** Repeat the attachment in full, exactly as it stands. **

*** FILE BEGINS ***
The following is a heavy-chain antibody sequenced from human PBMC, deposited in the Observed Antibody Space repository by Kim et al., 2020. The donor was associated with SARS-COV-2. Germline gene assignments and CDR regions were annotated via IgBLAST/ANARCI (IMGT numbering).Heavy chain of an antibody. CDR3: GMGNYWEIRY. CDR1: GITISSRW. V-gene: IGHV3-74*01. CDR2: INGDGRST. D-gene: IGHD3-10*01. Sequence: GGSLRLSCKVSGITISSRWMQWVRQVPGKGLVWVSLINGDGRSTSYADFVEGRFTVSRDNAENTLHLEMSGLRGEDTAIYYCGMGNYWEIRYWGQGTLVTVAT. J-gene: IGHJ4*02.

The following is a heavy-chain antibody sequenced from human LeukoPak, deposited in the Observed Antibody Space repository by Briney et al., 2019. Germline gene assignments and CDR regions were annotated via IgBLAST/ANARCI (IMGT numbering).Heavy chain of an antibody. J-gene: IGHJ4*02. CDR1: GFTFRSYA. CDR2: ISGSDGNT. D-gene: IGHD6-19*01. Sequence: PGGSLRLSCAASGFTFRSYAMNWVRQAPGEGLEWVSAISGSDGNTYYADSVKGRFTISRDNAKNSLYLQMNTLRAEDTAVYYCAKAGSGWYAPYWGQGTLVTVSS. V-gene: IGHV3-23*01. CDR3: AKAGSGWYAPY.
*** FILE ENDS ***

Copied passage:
The following is a heavy-chain antibody sequenced from human PBMC, deposited in the Observed Antibody Space repository by Kim et al., 2020. The donor was associated with SARS-COV-2. Germline gene assignments and CDR regions were annotated via IgBLAST/ANARCI (IMGT numbering).Heavy chain of an antibody. CDR3: GMGNYWEIRY. CDR1: GITISSRW. V-gene: IGHV3-74*01. CDR2: INGDGRST. D-gene: IGHD3-10*01. Sequence: GGSLRLSCKVSGITISSRWMQWVRQVPGKGLVWVSLINGDGRSTSYADFVEGRFTVSRDNAENTLHLEMSGLRGEDTAIYYCGMGNYWEIRYWGQGTLVTVAT. J-gene: IGHJ4*02.

The following is a heavy-chain antibody sequenced from human LeukoPak, deposited in the Observed Antibody Space repository by Briney et al., 2019. Germline gene assignments and CDR regions were annotated via IgBLAST/ANARCI (IMGT numbering).Heavy chain of an antibody. J-gene: IGHJ4*02. CDR1: GFTFRSYA. CDR2: ISGSDGNT. D-gene: IGHD6-19*01. Sequence: PGGSLRLSCAASGFTFRSYAMNWVRQAPGEGLEWVSAISGSDGNTYYADSVKGRFTISRDNAKNSLYLQMNTLRAEDTAVYYCAKAGSGWYAPYWGQGTLVTVSS. V-gene: IGHV3-23*01. CDR3: AKAGSGWYAPY.